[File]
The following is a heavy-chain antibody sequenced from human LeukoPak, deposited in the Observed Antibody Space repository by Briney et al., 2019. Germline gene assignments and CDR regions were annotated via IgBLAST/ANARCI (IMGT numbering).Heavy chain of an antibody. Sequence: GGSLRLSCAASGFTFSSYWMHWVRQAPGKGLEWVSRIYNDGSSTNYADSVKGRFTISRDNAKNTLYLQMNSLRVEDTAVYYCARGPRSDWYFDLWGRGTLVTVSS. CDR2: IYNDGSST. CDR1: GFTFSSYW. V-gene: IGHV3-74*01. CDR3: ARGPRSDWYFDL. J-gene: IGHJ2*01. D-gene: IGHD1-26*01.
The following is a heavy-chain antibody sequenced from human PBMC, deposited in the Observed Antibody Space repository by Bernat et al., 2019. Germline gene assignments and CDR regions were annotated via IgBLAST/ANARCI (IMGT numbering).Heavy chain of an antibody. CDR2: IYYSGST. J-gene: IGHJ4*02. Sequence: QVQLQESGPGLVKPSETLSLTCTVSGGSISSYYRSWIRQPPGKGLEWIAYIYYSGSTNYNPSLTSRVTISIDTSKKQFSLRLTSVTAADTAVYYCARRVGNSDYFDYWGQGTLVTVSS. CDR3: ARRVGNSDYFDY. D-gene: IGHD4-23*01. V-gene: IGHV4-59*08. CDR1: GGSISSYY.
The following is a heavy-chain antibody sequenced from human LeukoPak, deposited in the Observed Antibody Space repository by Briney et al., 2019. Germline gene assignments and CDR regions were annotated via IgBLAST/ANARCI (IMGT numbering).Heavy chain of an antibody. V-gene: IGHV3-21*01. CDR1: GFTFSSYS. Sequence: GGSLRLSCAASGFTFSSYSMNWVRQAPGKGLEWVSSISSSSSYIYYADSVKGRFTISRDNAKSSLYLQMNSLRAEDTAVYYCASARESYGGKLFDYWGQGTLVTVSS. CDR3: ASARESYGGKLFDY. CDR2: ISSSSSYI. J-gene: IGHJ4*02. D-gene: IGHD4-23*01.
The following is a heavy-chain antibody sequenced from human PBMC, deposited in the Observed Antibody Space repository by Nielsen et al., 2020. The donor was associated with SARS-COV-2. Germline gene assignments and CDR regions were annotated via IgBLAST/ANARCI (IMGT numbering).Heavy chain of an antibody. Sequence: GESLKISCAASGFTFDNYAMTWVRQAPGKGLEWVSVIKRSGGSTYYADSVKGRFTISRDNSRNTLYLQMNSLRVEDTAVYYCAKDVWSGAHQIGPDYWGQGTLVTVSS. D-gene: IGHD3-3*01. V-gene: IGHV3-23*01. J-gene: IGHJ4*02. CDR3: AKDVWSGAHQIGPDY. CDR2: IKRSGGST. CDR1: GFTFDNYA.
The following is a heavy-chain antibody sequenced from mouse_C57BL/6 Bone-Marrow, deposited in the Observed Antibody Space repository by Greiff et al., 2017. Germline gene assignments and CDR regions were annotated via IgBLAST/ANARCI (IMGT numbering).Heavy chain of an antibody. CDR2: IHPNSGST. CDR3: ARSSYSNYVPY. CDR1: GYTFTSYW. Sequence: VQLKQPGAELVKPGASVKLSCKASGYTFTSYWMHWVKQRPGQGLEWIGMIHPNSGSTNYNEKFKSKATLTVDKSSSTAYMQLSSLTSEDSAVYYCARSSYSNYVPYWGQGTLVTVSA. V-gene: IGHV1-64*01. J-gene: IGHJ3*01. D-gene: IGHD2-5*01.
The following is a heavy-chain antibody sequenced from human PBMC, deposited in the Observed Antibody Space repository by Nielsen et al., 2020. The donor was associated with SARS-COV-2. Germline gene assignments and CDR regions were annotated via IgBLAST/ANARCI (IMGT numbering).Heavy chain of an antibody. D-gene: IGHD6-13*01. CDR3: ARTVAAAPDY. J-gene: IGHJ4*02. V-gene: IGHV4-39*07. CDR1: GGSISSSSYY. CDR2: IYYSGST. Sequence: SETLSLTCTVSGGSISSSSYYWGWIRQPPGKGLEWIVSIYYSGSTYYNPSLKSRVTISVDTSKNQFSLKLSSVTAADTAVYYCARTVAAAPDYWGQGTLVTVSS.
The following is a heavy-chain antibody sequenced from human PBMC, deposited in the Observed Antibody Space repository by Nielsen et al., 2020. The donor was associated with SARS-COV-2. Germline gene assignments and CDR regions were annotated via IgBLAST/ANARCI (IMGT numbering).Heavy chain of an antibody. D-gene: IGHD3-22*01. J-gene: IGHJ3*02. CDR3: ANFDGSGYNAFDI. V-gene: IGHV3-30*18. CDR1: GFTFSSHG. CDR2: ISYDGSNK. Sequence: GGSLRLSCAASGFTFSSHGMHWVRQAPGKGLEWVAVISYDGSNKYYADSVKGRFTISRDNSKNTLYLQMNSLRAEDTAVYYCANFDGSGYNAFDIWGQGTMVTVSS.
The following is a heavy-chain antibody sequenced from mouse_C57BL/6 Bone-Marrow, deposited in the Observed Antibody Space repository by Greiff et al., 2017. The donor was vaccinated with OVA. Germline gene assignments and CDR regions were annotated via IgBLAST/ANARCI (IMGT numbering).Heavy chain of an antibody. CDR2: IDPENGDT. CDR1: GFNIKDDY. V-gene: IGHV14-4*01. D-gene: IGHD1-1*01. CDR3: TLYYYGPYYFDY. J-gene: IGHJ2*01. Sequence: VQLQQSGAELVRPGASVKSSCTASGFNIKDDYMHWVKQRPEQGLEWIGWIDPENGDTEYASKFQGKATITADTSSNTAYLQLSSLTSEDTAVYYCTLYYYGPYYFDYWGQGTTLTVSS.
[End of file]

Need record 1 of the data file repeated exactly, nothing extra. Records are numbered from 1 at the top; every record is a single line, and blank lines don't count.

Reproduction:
The following is a heavy-chain antibody sequenced from human LeukoPak, deposited in the Observed Antibody Space repository by Briney et al., 2019. Germline gene assignments and CDR regions were annotated via IgBLAST/ANARCI (IMGT numbering).Heavy chain of an antibody. Sequence: GGSLRLSCAASGFTFSSYWMHWVRQAPGKGLEWVSRIYNDGSSTNYADSVKGRFTISRDNAKNTLYLQMNSLRVEDTAVYYCARGPRSDWYFDLWGRGTLVTVSS. CDR2: IYNDGSST. CDR1: GFTFSSYW. V-gene: IGHV3-74*01. CDR3: ARGPRSDWYFDL. J-gene: IGHJ2*01. D-gene: IGHD1-26*01.